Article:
Archive for the ‘Budgets’ Category

NJ Pension COLA Dilemma

The nj101.5 article took from this week’s Senate hearing on the budget that:

Unless lawmakers bring back cost-of-living adjustments to public employee pensions sooner, it will be roughly a decade for local workers and two decades for state workers before their retirement checks get yearly increases to account for inflation.

I took from it that COLAs are never coming back based on this heckle:

More video excerpts starting with the shock of NJ pensioners having to wait so long for COLAs:

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Sad State of NJ Budget

Three lines in today’s 2023 Budget Address that touch on public pensions.

And we were told we’d certainly never meet our public-employee pension obligations. Not only did we do that last year — marking the first time in a generation that our full obligation was met — we’re doing it again in this year’s budget with a $6.8 billion payment.


With more aid for our public schools and a full pension payment, this budget will continue to apply downward pressure against property taxes.

Not a heavy lift to make a $6.8 billion pension payment (a little less than than the $6.9 billion for FY22) when you borrow $4 billion and get another $10 billion in federal aid. In looking over the FY23 Budget in Brief here are some notable excerpts:

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Municipal Budgets 2021 (4) Pension Contributions

Over at countywatchers I have a series comparing 2021 budget items for the municipalities in Union County and part 4 relates to this blog so here it is.

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Local NJ Pension Hikes

Annual pension contributions for 2022 from local employers in New Jersey for the PERS and PFRS plans (due to be paid April 1, 2022) finally appeared on the state website last week based on the June 30, 2020 actuarial valuations. If Kenilworth is any measure the 2022 hikes are massive for the second straight year and explains why the democrats in charge embargoed these numbers until after their elections.

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Truth on NJ Financial State 2021

Truth in Accounting (TIA) released its twelfth annual Financial State of the States with New Jersey not last this year (next-to-last):

(49) NEW JERSEY taxpayers are on the hook for $58,300 as of fiscal year 2020. The beginning of the pandemic and subsequent downturn in the market hurt New Jersey’s pension plans. The state’s major pension plans expected a 7.0 percent return on investment when in reality they received 1.4 percent. The state remains in abysmal fiscal health and had no money set aside to weather the current or any future crisis.(page 11)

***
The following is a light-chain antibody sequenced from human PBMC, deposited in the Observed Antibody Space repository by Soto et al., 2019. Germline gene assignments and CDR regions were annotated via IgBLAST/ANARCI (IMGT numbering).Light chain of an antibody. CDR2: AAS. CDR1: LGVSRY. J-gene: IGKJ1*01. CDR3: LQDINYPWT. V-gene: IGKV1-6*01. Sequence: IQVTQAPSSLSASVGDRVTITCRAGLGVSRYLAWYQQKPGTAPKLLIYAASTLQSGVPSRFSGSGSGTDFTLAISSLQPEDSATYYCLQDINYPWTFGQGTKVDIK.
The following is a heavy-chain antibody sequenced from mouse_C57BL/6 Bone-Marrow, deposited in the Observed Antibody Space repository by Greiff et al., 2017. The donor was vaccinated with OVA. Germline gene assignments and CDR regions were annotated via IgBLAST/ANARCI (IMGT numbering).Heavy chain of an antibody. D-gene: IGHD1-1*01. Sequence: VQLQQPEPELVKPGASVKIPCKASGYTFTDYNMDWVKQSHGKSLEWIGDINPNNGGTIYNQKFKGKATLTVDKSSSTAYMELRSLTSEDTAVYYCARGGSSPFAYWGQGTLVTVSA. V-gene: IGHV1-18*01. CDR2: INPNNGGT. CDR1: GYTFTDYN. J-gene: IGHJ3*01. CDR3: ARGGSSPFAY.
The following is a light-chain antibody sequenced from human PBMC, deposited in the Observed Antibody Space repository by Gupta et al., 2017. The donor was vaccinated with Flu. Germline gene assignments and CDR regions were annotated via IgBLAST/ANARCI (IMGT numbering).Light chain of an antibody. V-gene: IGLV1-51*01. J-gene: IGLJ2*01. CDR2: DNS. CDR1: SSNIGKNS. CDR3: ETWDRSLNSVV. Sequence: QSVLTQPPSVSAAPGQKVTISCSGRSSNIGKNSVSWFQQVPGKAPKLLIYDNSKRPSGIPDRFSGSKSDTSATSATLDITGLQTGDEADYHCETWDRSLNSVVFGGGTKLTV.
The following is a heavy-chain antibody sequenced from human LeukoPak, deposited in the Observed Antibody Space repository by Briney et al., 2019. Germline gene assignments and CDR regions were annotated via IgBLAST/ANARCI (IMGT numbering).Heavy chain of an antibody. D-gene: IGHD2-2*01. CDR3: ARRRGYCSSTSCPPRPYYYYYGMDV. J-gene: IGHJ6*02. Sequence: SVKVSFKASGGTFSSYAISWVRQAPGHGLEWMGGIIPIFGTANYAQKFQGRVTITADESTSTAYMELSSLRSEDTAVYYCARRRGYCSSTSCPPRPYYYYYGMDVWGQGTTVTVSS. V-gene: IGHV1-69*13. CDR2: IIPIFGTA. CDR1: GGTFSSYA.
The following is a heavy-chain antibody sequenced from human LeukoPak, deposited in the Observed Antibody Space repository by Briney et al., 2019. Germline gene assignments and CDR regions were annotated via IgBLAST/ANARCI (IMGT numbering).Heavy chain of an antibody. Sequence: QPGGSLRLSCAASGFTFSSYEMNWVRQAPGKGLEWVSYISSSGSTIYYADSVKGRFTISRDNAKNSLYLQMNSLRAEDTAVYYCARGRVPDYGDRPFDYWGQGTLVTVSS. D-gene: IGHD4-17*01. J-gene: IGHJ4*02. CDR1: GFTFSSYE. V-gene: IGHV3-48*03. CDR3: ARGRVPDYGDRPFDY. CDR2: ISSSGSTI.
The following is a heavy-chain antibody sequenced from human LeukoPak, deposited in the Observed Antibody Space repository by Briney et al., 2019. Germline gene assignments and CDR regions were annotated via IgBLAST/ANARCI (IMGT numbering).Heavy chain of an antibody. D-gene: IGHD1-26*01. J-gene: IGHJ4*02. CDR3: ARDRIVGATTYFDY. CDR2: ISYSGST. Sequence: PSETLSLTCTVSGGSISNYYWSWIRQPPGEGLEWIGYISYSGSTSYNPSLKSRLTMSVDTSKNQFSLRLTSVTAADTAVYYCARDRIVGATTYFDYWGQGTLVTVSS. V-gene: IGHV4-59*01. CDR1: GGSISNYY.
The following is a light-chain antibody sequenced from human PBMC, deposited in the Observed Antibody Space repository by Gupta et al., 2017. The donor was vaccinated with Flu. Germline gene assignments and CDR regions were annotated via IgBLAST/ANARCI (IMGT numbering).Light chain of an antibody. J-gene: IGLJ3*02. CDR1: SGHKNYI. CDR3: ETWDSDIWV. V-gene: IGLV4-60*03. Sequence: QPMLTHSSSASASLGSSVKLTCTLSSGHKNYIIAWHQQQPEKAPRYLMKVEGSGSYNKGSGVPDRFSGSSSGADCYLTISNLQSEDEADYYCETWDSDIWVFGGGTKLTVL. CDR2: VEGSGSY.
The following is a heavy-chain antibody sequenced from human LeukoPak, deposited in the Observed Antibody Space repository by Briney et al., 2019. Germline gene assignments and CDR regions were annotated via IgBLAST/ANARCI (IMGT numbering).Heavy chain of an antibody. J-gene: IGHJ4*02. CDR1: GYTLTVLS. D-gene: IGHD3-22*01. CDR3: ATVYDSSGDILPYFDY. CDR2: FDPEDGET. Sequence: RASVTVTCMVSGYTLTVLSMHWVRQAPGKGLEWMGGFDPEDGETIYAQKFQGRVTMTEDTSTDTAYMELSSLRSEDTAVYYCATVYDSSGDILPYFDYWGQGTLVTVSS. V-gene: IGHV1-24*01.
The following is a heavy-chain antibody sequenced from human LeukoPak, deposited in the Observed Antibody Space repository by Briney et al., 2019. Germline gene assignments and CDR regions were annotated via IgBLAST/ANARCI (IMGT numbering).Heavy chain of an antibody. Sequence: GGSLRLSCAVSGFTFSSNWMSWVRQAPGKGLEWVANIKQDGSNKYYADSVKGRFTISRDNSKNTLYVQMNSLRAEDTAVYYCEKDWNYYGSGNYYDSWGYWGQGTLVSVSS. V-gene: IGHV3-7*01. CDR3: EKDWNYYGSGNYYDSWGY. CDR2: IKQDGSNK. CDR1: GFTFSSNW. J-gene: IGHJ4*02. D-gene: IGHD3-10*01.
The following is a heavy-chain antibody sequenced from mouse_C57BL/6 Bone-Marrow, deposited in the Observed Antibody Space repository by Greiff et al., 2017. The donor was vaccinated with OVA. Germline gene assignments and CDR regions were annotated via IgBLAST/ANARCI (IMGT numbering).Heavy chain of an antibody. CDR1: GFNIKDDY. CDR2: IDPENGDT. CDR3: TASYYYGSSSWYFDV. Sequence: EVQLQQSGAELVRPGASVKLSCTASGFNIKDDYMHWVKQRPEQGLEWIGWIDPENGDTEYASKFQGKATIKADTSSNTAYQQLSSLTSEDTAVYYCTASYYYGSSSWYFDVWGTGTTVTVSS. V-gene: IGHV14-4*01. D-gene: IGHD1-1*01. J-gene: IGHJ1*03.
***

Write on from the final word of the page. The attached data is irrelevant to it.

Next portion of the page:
It is primarily Cheiron gimmicks that has been bringing New Jersey numbers steady or dropping while Connecticut ballooned this year.

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BBBA On Pensions

Democrats will hold a couple of days of hearings starting tomorrow on the Build Back Better Act (BBBA). This will likely get rammed through so it is worthwhile to see what it has to say about pensions.

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KBudget(5): Soft Costs Hit Hard

$79,230.50 was Paid or Charged for Engineering Services and Costs for 2020. However, billing records show that the borough engineer, Harbor Consultants, invoiced $297,700 in 2020 (see below). Where would that extra money be coming from?

About those soft costs:

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KBudget(4): Paying to Fight Merck

The salary amount represents $2,999.17 paid each month to this guy:

As for the increase in Other Expenses:

Here is who we have fighting Merck and how much it means in taxes:

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KBudget(3): Shared Tax Hikes

Governor Murphy’s prime (only) initiative to reduce property taxes is Shared Services. Here is how that worked out in Kenilworth for 2021:

If you’re counting that’s:

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Here is some new (to me) information on the Social Security item for police.

Since we have payroll data from the pension spreadsheet as of March 31, 2021 here is what the employer portion of OASI should look like:

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